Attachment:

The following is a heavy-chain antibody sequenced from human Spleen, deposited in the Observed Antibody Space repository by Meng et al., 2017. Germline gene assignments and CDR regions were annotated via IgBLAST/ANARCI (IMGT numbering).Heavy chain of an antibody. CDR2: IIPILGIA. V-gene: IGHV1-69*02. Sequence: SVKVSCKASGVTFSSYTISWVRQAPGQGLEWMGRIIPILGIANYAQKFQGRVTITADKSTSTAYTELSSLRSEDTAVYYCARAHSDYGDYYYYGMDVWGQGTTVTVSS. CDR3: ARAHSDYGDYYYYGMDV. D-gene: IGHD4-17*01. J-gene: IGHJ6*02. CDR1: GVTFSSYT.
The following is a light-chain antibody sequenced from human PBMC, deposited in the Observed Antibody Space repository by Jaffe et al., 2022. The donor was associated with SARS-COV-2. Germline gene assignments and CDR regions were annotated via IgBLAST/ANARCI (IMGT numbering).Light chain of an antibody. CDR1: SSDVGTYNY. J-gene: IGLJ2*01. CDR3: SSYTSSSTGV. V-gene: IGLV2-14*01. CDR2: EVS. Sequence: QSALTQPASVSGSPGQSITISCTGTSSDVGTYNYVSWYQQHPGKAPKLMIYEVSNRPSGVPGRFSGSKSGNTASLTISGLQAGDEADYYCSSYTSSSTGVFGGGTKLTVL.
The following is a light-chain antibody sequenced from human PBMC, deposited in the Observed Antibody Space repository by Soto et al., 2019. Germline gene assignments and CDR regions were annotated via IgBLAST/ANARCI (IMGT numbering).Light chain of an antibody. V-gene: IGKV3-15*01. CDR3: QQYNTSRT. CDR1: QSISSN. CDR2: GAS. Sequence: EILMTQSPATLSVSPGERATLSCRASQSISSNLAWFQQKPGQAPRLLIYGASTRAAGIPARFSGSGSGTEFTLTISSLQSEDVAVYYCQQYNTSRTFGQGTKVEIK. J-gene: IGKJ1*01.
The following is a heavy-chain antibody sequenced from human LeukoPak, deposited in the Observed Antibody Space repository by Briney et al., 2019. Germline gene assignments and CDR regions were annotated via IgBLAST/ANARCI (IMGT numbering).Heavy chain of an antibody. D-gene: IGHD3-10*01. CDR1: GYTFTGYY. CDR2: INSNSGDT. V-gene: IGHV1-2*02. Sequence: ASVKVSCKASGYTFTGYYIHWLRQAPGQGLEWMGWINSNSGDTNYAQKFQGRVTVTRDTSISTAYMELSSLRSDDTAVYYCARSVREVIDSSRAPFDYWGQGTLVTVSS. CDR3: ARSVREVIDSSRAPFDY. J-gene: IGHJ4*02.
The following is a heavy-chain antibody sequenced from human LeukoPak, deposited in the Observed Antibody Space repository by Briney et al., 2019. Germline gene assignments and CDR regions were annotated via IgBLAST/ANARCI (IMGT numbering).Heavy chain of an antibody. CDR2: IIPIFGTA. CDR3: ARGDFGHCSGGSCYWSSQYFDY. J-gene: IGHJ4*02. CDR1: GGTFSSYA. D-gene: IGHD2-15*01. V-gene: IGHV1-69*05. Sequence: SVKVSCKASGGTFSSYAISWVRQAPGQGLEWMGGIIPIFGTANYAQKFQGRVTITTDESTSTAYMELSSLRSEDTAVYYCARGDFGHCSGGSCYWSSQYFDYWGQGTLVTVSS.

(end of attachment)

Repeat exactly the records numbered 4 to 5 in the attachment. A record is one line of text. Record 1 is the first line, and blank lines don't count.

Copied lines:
The following is a heavy-chain antibody sequenced from human LeukoPak, deposited in the Observed Antibody Space repository by Briney et al., 2019. Germline gene assignments and CDR regions were annotated via IgBLAST/ANARCI (IMGT numbering).Heavy chain of an antibody. D-gene: IGHD3-10*01. CDR1: GYTFTGYY. CDR2: INSNSGDT. V-gene: IGHV1-2*02. Sequence: ASVKVSCKASGYTFTGYYIHWLRQAPGQGLEWMGWINSNSGDTNYAQKFQGRVTVTRDTSISTAYMELSSLRSDDTAVYYCARSVREVIDSSRAPFDYWGQGTLVTVSS. CDR3: ARSVREVIDSSRAPFDY. J-gene: IGHJ4*02.
The following is a heavy-chain antibody sequenced from human LeukoPak, deposited in the Observed Antibody Space repository by Briney et al., 2019. Germline gene assignments and CDR regions were annotated via IgBLAST/ANARCI (IMGT numbering).Heavy chain of an antibody. CDR2: IIPIFGTA. CDR3: ARGDFGHCSGGSCYWSSQYFDY. J-gene: IGHJ4*02. CDR1: GGTFSSYA. D-gene: IGHD2-15*01. V-gene: IGHV1-69*05. Sequence: SVKVSCKASGGTFSSYAISWVRQAPGQGLEWMGGIIPIFGTANYAQKFQGRVTITTDESTSTAYMELSSLRSEDTAVYYCARGDFGHCSGGSCYWSSQYFDYWGQGTLVTVSS.